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I designed a christmas card and I normally print it on vista print.

When I ask for a print proof the outlines show. They don’t show when I print it at home.

Why are there unwanted white lines appearing in this PDF print proof and how can I solve this problem?


9 Answers 9


These hairlines are due to flattening, anti-aliasing, and overprinting.

Essentially they show the seams between where transparency has been flattened to preserve appearance. If you zoom in or out you will most likely see the lines disappear or appear in other areas, but will never increase in size.

As a print proof it's most likely that the PDF is in PDF/X-1a format or Acrobat 4-5 format. These are flat file formats and require art not contain transparency for proper rendering. This is very common in printing. These hairlines will absolutely disappear when the PDF is printed using a commercial printing press. (A "digital press" is a actually a copier and not a press, please continue reading.)

These don't show when the art is printed on a printing press.
This is an on-screen issue only.

There are a few things which may help the on-screen display....

First, never view print proofs in a browser window. Never. The browser plug ins used to view PDFs are not designed to render everything absolutely accurately. They are designed to show the PDF as best as possible so it can be seen - generally there's no attention to more advanced PDFs containing print production items such as spot colors, overprints, etc.. Always download/save the PDF and.....

Second, use an Adobe product to view PDFs. Most other PDF viewers have display issues once you start getting into more complex PDFs than what Office spits out. Using Adobe Acrobat or Reader will help.

Third, set the preferences in Reader or Acrobat to Always use overprint preview. In addition, ticking "enhance small lines" and "smooth images" may also help (same screen as below).

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The above items may remove the hairline appearance entirely for proofing press PDFs.

If your'e generating PDFs and this is an issue.....

Fourth, you can save/export the PDF to a PDF format which is not a flat file format. Essentially anything as Acrobat 6 (PDF1.5) or higher. These more recent PDF formats support transparency and will not flatten the file, thus won't result in the stitching due to flattening.

For most print work I recommend saving to PDF/X-1a, Acrobat 4 (PDF 1.3) format and simply ignore the white hairlines. They will absolutely disappear on a commercial press. I've been ignoring similar hairlines for decades for commercial presses.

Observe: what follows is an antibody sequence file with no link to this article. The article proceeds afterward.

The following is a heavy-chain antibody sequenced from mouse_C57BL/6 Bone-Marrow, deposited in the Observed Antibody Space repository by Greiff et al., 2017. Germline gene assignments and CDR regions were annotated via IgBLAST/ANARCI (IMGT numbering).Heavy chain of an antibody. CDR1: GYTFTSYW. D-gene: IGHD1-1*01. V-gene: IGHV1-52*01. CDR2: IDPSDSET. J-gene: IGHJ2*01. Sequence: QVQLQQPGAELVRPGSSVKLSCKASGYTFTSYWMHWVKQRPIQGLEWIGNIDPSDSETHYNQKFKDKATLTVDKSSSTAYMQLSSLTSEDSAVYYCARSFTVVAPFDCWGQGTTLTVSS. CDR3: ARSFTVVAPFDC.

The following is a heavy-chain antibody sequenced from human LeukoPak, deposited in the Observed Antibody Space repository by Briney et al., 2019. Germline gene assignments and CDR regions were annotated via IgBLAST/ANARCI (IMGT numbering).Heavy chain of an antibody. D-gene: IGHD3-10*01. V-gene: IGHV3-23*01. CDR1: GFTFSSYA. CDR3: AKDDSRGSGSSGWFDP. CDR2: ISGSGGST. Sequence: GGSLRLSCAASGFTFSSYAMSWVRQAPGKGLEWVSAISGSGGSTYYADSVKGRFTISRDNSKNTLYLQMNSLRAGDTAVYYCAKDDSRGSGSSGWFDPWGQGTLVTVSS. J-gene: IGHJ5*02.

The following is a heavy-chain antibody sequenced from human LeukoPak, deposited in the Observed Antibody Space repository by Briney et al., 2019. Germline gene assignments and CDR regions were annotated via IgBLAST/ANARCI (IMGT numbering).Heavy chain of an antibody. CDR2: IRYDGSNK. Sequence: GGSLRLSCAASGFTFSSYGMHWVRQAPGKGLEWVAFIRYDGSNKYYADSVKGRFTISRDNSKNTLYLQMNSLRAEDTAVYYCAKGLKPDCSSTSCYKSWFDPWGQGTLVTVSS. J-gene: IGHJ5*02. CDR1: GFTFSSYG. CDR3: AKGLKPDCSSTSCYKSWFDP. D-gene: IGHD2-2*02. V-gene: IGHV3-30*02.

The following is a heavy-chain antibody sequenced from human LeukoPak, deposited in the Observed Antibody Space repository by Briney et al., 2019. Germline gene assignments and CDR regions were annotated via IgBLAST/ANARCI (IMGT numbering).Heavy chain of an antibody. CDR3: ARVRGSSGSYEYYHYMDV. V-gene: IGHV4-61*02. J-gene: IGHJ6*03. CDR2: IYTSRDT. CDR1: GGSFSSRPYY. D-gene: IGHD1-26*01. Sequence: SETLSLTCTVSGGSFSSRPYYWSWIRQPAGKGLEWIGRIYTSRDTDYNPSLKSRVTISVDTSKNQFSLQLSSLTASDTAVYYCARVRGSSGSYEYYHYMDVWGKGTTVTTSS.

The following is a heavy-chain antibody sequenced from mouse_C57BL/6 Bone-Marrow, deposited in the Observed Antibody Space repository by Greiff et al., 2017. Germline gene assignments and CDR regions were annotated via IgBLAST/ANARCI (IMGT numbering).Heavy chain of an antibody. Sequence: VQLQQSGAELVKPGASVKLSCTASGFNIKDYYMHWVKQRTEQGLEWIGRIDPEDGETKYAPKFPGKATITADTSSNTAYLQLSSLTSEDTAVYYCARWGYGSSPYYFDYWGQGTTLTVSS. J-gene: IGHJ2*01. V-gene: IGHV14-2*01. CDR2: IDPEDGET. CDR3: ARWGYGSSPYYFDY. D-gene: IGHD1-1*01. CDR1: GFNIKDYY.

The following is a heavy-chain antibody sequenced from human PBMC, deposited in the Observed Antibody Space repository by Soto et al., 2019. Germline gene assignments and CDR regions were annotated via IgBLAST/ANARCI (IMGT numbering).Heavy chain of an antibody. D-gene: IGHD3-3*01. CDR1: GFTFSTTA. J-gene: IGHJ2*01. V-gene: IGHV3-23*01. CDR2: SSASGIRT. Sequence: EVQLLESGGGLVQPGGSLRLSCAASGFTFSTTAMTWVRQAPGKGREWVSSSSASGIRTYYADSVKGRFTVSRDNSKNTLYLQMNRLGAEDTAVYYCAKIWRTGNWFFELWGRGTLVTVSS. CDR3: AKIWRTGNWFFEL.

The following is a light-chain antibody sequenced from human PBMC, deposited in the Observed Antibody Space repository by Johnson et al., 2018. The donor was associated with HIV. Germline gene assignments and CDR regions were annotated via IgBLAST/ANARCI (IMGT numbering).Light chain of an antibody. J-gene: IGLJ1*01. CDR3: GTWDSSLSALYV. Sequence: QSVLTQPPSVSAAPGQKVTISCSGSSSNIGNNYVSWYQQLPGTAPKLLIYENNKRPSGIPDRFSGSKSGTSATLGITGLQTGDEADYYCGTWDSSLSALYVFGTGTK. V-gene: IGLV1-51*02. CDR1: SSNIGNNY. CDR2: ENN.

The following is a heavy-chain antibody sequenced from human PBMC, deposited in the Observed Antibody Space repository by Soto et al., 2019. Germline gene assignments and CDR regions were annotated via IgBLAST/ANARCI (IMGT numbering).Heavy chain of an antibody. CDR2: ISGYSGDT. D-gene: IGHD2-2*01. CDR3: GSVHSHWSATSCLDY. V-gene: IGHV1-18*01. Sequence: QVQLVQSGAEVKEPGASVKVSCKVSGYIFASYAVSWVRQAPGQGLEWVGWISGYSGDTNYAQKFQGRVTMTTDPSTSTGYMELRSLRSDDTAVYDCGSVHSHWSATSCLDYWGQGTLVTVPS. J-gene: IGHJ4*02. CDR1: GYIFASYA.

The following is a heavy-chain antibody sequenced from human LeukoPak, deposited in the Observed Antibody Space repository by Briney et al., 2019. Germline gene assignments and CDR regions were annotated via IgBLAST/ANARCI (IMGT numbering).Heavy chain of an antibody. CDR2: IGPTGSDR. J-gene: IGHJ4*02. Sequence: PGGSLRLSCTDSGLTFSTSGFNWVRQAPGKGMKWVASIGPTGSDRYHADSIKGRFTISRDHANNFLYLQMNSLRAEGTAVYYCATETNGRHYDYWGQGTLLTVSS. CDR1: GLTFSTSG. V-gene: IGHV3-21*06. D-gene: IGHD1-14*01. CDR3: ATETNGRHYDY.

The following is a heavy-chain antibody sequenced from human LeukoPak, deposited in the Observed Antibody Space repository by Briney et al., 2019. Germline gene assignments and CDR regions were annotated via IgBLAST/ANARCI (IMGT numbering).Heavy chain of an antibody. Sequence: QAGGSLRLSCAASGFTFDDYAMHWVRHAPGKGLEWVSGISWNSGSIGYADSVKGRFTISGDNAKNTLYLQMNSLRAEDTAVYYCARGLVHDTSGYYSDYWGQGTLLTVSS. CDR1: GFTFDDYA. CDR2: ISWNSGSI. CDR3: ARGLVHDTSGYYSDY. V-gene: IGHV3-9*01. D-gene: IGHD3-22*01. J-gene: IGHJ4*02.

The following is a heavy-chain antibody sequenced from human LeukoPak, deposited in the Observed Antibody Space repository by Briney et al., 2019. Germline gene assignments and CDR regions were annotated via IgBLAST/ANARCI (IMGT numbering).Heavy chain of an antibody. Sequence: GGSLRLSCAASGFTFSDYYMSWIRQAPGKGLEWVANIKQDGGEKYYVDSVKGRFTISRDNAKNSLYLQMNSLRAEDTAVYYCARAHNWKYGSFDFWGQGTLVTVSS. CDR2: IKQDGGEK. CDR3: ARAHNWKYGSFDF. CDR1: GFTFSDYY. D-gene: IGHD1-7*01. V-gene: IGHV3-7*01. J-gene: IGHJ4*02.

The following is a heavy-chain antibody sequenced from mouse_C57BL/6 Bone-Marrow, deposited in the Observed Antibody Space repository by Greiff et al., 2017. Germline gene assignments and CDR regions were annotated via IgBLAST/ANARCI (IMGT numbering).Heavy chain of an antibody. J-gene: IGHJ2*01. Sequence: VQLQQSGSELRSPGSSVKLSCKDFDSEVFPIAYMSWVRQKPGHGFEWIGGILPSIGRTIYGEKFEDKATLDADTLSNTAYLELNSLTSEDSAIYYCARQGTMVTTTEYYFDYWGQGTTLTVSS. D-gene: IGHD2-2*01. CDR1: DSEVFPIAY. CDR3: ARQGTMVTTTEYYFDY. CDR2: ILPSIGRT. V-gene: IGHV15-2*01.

The problem may be that reproduction has changed in the last couple decades and there are far more online printers using "digital presses" for reproduction. A "digital press" is really just a high-end color copier/printer. It's not that much different than a color printer one may have at their office. If a print provider is not actually using a "press" but rather using a fancy "copier/printer" for production, these lines may still be an issue. Talk to the print provider. They may have tips or tricks which relate to their specific process.

For a sure-fire, no-doubt, absolutely effective, non-wavering, method....

Use PDF/X-4 if feasible

If you're creating a PDF for print production and you just can't bring yourself to ignore these hairlines, you can save as PDF/X-4 rather than PDF/X-1a. PDF/X-4 is not a flat format and the "stitching" isn't necessary for PDF/X-4. This will eliminate the stitching and still provide a press-ready file. However, the PDF/X-4 is a newer PDF version and may require newer equipment (software) on the part of any prepress department. Check with your print provider to endure they will accept a PDF/X-4 file. Although, I've not run into any problematic issues using PDF/X-4 when needed. PDF/X-4 is "newer", but it's not "new". It's been around for over a decade.

Additional for online stuff...

For PDFs which will be distributed online and are not designed for commercial printing, it is best to save the PDF as Acrobat 7 (PDF 1.6) or higher. This eliminates the stitching issue for on-screen display. Again, this is only for PDFs distributed online and not bound for a commercial press.

If you are seeing these hairlines when saving for a web format (jpg, png), you want to be certain to choose Art Optimized as the anti-alias setting in the Save for Web dialog. This will most often correct the issue for those formats. If it does not, you may need to manually flatten areas where the lines are appearing before saving. Or simply select all and use Object > Rasterize then save for web. Or even use Photoshop to open the .ai file and rasterize it. Remember to work on a copy of the file if you need to rasterize it.

  • 1
    Hum The only problem with the answer is this: "When I ask for a print proof the outlines show. They don't show when I print it at home." And she is not saying that she is printing from the browser window. Probably that part was edited.